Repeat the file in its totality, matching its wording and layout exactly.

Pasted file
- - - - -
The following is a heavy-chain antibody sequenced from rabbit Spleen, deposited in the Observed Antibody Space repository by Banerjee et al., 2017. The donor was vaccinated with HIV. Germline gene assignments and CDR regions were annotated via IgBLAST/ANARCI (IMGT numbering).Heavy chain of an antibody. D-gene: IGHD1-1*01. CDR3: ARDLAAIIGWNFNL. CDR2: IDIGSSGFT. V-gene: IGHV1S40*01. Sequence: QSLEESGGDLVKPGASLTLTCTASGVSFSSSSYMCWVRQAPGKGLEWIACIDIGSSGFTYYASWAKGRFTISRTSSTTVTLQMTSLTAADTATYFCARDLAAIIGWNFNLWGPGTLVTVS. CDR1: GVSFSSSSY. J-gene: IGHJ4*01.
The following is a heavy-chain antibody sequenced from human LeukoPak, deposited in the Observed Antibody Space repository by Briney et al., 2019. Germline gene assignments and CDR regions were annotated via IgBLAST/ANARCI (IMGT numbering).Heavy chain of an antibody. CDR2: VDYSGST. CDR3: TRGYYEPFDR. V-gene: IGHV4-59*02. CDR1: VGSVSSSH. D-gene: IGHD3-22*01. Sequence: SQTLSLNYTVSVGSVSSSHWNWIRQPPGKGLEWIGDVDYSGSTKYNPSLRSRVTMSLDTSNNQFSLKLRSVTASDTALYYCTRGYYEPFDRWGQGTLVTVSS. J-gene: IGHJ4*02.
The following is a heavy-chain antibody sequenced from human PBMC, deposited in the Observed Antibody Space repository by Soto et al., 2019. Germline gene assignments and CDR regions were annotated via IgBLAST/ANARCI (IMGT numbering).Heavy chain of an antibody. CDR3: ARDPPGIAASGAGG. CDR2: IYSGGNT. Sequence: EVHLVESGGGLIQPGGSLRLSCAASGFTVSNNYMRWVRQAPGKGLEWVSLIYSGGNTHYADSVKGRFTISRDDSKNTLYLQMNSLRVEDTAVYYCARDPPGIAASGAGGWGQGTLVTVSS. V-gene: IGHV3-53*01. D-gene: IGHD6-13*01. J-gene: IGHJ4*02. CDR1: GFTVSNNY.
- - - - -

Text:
The following is a heavy-chain antibody sequenced from rabbit Spleen, deposited in the Observed Antibody Space repository by Banerjee et al., 2017. The donor was vaccinated with HIV. Germline gene assignments and CDR regions were annotated via IgBLAST/ANARCI (IMGT numbering).Heavy chain of an antibody. D-gene: IGHD1-1*01. CDR3: ARDLAAIIGWNFNL. CDR2: IDIGSSGFT. V-gene: IGHV1S40*01. Sequence: QSLEESGGDLVKPGASLTLTCTASGVSFSSSSYMCWVRQAPGKGLEWIACIDIGSSGFTYYASWAKGRFTISRTSSTTVTLQMTSLTAADTATYFCARDLAAIIGWNFNLWGPGTLVTVS. CDR1: GVSFSSSSY. J-gene: IGHJ4*01.
The following is a heavy-chain antibody sequenced from human LeukoPak, deposited in the Observed Antibody Space repository by Briney et al., 2019. Germline gene assignments and CDR regions were annotated via IgBLAST/ANARCI (IMGT numbering).Heavy chain of an antibody. CDR2: VDYSGST. CDR3: TRGYYEPFDR. V-gene: IGHV4-59*02. CDR1: VGSVSSSH. D-gene: IGHD3-22*01. Sequence: SQTLSLNYTVSVGSVSSSHWNWIRQPPGKGLEWIGDVDYSGSTKYNPSLRSRVTMSLDTSNNQFSLKLRSVTASDTALYYCTRGYYEPFDRWGQGTLVTVSS. J-gene: IGHJ4*02.
The following is a heavy-chain antibody sequenced from human PBMC, deposited in the Observed Antibody Space repository by Soto et al., 2019. Germline gene assignments and CDR regions were annotated via IgBLAST/ANARCI (IMGT numbering).Heavy chain of an antibody. CDR3: ARDPPGIAASGAGG. CDR2: IYSGGNT. Sequence: EVHLVESGGGLIQPGGSLRLSCAASGFTVSNNYMRWVRQAPGKGLEWVSLIYSGGNTHYADSVKGRFTISRDDSKNTLYLQMNSLRVEDTAVYYCARDPPGIAASGAGGWGQGTLVTVSS. V-gene: IGHV3-53*01. D-gene: IGHD6-13*01. J-gene: IGHJ4*02. CDR1: GFTVSNNY.